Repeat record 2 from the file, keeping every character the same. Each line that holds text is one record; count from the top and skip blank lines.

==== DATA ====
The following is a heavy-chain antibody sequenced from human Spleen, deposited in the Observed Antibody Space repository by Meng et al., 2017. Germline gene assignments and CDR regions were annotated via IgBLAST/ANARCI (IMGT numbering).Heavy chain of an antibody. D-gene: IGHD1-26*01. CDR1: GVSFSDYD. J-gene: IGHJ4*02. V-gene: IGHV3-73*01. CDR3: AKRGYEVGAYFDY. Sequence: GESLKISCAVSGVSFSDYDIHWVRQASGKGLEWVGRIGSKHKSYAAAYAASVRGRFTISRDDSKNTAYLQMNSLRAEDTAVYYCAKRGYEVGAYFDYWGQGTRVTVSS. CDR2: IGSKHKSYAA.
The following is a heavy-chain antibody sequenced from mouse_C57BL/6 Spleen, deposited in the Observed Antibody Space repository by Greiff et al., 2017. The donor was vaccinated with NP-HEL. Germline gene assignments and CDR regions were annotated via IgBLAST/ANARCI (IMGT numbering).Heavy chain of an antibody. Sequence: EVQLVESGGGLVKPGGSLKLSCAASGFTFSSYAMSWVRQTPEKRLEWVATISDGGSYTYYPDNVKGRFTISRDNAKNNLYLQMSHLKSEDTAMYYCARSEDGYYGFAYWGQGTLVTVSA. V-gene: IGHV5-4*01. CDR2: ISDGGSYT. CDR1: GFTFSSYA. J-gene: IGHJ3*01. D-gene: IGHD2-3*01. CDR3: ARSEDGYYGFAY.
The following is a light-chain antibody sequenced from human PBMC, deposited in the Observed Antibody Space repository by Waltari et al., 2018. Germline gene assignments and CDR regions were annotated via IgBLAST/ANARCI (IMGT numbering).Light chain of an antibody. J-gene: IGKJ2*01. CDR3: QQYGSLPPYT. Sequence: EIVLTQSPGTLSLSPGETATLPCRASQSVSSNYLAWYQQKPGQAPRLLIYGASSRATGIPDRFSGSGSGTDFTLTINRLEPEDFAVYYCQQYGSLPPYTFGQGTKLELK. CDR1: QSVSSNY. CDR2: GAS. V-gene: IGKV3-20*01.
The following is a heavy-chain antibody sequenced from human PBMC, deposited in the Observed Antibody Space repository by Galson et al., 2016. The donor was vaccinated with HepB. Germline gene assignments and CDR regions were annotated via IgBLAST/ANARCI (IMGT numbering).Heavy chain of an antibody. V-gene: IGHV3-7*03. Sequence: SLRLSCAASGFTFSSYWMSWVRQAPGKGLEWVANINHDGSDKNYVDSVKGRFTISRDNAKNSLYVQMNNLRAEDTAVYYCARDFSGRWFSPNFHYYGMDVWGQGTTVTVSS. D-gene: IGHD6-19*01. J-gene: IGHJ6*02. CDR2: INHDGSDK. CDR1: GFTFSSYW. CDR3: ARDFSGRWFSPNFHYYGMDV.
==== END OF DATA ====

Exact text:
The following is a heavy-chain antibody sequenced from mouse_C57BL/6 Spleen, deposited in the Observed Antibody Space repository by Greiff et al., 2017. The donor was vaccinated with NP-HEL. Germline gene assignments and CDR regions were annotated via IgBLAST/ANARCI (IMGT numbering).Heavy chain of an antibody. Sequence: EVQLVESGGGLVKPGGSLKLSCAASGFTFSSYAMSWVRQTPEKRLEWVATISDGGSYTYYPDNVKGRFTISRDNAKNNLYLQMSHLKSEDTAMYYCARSEDGYYGFAYWGQGTLVTVSA. V-gene: IGHV5-4*01. CDR2: ISDGGSYT. CDR1: GFTFSSYA. J-gene: IGHJ3*01. D-gene: IGHD2-3*01. CDR3: ARSEDGYYGFAY.